Lincoln Military Housing Settles Landmark Troop Eviction Lawsuit

Lincoln Military Housing sign.

Lincoln Military Housing must pay $200,000 in fees and penalties to four military members and the federal government under a Department of Justice settlement reached Thursday after the company illegally evicted service members from their on-base homes.

This case marks the first time the Justice Department has filed allegations of unlawful evictions under the Servicemembers Civil Relief Act, officials said.

That law gives troops legal and financial protections in civil matters, including foreclosures and evictions. Although the department has reached settlements with major mortgage lenders over home foreclosures in the past, no filing has dealt specifically with rental home evictions.

The act requires courts to be notified if a tenant who has been sued for eviction and does not appear in court is on active duty. The complaint filed against Lincoln Military Housing alleges that not only did the company fail to notify the court of the tenants' service status, it also filed affidavits specifically saying that the tenants were not active duty.

"Lincoln Military Housing unlawfully evicted active-duty service members and their families from their homes, Bill Baer, principal deputy associate attorney general at the Justice Department, said in a statement. "This settlement rights that wrong and serves as a powerful reminder that we will protect and defend the rights of those who protect us all."

The settlement requires Lincoln Military Housing to pay the service members represented in the case $35,000 each, vacate the eviction judgment, forgive any current balance and ask the credit bureau to remove the evictions from the service members' credit reports.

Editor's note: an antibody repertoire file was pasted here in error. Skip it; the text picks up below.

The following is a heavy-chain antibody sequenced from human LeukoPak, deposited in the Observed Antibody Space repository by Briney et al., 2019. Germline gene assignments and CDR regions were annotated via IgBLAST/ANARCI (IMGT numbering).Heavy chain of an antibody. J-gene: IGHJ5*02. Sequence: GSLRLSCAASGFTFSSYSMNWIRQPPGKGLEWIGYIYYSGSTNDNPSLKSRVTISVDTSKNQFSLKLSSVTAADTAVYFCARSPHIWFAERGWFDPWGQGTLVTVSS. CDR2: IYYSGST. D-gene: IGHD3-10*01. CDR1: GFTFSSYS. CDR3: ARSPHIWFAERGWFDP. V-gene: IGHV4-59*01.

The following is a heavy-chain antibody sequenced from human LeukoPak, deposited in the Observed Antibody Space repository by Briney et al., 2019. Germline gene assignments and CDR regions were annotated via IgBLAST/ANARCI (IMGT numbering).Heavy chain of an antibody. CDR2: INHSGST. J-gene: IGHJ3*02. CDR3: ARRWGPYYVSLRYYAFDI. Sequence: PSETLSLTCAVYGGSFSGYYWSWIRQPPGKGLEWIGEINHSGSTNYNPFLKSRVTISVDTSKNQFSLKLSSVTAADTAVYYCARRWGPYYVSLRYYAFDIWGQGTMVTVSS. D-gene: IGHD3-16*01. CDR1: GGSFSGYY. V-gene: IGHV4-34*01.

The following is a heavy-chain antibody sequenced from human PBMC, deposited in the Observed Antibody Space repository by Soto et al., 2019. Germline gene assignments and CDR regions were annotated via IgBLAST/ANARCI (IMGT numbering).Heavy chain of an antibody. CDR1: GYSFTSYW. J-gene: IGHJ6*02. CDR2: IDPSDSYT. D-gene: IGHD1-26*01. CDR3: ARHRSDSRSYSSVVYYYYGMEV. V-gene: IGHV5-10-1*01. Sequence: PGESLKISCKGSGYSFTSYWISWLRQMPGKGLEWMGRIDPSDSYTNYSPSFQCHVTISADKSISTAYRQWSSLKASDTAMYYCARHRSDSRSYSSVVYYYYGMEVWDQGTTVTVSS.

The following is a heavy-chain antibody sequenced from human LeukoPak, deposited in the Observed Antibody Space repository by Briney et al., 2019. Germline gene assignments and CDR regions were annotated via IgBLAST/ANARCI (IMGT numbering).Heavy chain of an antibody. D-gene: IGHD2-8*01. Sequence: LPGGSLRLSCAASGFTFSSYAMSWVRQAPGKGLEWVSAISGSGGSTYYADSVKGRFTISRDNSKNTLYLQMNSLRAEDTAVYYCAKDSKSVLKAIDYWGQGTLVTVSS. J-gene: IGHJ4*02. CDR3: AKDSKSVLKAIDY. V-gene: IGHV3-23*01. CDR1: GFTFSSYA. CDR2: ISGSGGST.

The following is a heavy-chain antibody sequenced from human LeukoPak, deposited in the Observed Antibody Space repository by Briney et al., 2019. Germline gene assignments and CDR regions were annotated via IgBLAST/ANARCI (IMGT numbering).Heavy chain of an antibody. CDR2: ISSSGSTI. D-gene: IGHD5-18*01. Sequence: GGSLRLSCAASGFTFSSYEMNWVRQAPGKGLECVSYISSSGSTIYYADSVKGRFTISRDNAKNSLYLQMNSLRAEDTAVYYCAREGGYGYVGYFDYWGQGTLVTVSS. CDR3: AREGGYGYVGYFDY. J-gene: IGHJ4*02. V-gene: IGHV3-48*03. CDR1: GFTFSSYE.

It also must pay a civil penalty of $60,000 to the government, officials said, as well as change its business practices to better align with the federal law and train employees in compliance.

The case comes on the heels of a separate but similar lawsuit brought by the state of California against Lincoln; San Diego Family Housing, which is a public-private partnership between the Defense Department and Lincoln; and their law firm, Kimball, Tirey and St. John. That case, settled Wednesday, awards 18 service members, including the four covered in the Justice Department case, a combined $52,000 in debt relief and requires $200,000 in civil penalties.

The settlement must still be approved by the U.S. District Court for the Southern District of California, officials said.

While this is the first eviction case filed by the federal government under the Servicemembers Civil Relief Act, it is far from the first settlement reached as a result of the law.

In early 2015, the department reached a $9.35 million settlement with car lender Santander Consumer USA over a lawsuit alleging that the lender violated the act through improper vehicle repossessions.

And a series of settlements with mortgage companies between 2012 and 2015 awarded service members almost $250 million in payments for home foreclosures and interest rates that violated the law.

Lincoln Military Housing manages on-base homes at 30 installations across the U.S., including 10 in California, where the settlement was reached.

"It is unfortunate that this occurred, but we have taken specific actions to address it. We look forward to continuing to provide excellent housing and healthy communities to the military families who reside in one of our more than 10,000 off-base housing units in California and across our country who we are honored to serve," Lincoln Military Housing officials said in a statement.

Military family advocates with the Military Spouse JD Network, a bar association for military spouses, said it's important that family members know what their rights are under the law -- and when to alert officials to abuse.

"Your base legal office is a great resource, and this case is a great reminder of that," said Josie Beets, an attorney and president of the network. "They can explain your rights under the SCRA and can refer cases like these to the DoJ for enforcement. It's important for military families to remember that protections the SCRA gives them, and to make sure they don't sign them away."

-- Amy Bushatz can be reached at

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